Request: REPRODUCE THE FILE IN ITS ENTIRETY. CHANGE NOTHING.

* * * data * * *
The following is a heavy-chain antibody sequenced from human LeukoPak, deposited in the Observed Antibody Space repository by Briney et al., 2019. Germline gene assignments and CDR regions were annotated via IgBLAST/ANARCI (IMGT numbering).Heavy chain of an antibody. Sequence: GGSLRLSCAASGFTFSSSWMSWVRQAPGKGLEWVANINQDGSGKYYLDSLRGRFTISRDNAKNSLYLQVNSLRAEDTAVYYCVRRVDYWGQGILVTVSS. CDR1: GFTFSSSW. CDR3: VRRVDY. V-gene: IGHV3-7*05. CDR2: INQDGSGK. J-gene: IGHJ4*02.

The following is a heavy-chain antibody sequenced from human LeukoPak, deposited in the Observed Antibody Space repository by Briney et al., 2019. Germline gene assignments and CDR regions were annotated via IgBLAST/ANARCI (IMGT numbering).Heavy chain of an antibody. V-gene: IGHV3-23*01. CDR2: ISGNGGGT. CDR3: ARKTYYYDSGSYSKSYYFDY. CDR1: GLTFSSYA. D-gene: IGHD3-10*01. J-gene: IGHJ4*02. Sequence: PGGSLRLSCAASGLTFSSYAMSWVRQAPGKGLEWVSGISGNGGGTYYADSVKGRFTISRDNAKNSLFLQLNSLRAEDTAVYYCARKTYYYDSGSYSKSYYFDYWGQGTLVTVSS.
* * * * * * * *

The following is a heavy-chain antibody sequenced from human LeukoPak, deposited in the Observed Antibody Space repository by Briney et al., 2019. Germline gene assignments and CDR regions were annotated via IgBLAST/ANARCI (IMGT numbering).Heavy chain of an antibody. Sequence: GGSLRLSCAASGFTFSSSWMSWVRQAPGKGLEWVANINQDGSGKYYLDSLRGRFTISRDNAKNSLYLQVNSLRAEDTAVYYCVRRVDYWGQGILVTVSS. CDR1: GFTFSSSW. CDR3: VRRVDY. V-gene: IGHV3-7*05. CDR2: INQDGSGK. J-gene: IGHJ4*02.

The following is a heavy-chain antibody sequenced from human LeukoPak, deposited in the Observed Antibody Space repository by Briney et al., 2019. Germline gene assignments and CDR regions were annotated via IgBLAST/ANARCI (IMGT numbering).Heavy chain of an antibody. V-gene: IGHV3-23*01. CDR2: ISGNGGGT. CDR3: ARKTYYYDSGSYSKSYYFDY. CDR1: GLTFSSYA. D-gene: IGHD3-10*01. J-gene: IGHJ4*02. Sequence: PGGSLRLSCAASGLTFSSYAMSWVRQAPGKGLEWVSGISGNGGGTYYADSVKGRFTISRDNAKNSLFLQLNSLRAEDTAVYYCARKTYYYDSGSYSKSYYFDYWGQGTLVTVSS.